4 min

Diagnosis in a breath

Non-destructive measurements for determining the performance of a CMUT ultrasound transducer

cmut ultrasound

Next generation ultrasound imaging research is focused on a new sensor technology which utilizes large arrays of small membrane sensors. Accurate performance from these sensors can enable a new suite of medical imaging applications, allowing doctors to more rapidly test and diagnose their patients.

The capacitive micromachined ultrasonic transducer (CMUT) is an emerging ultrasound sensor technology that may replace piezoelectric sensors. A CMUT is a vacuum-sealed membrane, which can be electrostatically actuated to send and receive acoustic signals. These membranes can be fabricated in large quantities using standard microfabrication procedures, allowing for the creation of smaller transducer elements to be used for higher resolution imaging.

CMUT technology offers several advantages over conventional piezoelectric sensors. They offer a larger signal bandwidth with adjustable target frequencies dependent on the physical size of each membrane. CMUTs are also compatible with CMOS circuitry allowing for integrated driving electronics on the chip, further reducing any noise from the system.

Larger sensor arrays often utilize tens of thousands or more CMUT cells to provide larger imaging fields of view. After fabricating these sensors, it is important to evaluate their operation to guarantee uniform performance across the entire array for accurate medical imaging applications. Our group uses laser Doppler vibrometry to non-destructively evaluate the resonant frequency and membrane displacement of our sensors prior to packaging.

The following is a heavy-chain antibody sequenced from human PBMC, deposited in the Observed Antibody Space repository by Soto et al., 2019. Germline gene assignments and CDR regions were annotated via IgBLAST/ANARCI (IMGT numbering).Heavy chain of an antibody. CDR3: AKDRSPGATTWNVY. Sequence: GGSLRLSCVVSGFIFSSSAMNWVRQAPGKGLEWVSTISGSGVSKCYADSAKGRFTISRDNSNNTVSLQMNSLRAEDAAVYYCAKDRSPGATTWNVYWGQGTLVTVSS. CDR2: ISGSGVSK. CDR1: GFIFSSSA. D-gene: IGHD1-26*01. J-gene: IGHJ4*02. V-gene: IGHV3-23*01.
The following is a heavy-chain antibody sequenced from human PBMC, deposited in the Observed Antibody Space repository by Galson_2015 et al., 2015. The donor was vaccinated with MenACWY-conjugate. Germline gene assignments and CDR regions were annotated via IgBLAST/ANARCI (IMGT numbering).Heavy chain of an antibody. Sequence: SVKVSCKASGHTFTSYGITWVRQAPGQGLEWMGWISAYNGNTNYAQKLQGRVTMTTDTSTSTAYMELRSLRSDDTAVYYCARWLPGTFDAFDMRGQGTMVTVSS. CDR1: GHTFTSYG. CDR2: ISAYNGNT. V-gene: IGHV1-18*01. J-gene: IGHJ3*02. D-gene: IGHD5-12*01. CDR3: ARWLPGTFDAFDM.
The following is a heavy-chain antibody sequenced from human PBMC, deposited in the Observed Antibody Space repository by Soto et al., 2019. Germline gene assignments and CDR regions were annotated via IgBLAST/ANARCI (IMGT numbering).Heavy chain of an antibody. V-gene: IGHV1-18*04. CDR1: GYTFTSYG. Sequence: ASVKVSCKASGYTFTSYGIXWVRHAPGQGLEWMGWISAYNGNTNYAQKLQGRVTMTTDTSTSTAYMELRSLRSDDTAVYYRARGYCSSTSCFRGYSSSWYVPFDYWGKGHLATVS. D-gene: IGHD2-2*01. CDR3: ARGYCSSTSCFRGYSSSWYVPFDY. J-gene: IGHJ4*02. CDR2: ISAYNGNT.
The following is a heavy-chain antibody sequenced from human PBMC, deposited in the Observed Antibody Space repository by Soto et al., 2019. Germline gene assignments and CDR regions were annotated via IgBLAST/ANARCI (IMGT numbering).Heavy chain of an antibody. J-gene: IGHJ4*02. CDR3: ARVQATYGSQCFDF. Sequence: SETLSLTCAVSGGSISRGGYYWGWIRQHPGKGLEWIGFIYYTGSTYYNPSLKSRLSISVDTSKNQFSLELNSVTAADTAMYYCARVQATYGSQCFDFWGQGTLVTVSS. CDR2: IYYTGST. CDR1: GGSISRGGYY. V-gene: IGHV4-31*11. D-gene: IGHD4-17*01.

Our system

Our CMUT cells are fabricated using two layers of sacrificial poly-silicon patterned to form the vacuum gap. The membranes are deposited on top of the sacrificial layers and are composed of a low-stress silicon nitride film that is released using a heated potassium hydroxide solution to dissolve the poly-silicon films. Subsequently, the volume formally occupied by the sacrificial layers is sealed under vacuum using silicon dioxide plugs. A cross-section of an individual CMUT membrane is shown in figure 1.

Cross-section schematic of a sacrificially released CMUT cell
Figure 1: Cross-section schematic of a sacrificially released CMUT cell

In order to operate the large number of CMUT cells required for a greater field-of-view, our CMUT sensors are fabricated in square arrays with rows and columns connected to groups of membranes. Each intersection between the top and bottom orthogonal electrodes forms a single imaging element. For our quality control measurements, we evaluate each CMUT array in an open air medium.

Measuring device performance

For our characterization measurements, we utilize Polytec’s MSA Micro System Analyzer Laser Doppler Vibrometer. Each CMUT array is mounted on a sample stage and connected using three-axis micropositioning probes. Each array is driven using a combined AC and DC bias voltage connected using a bias-tee as shown in figure 2.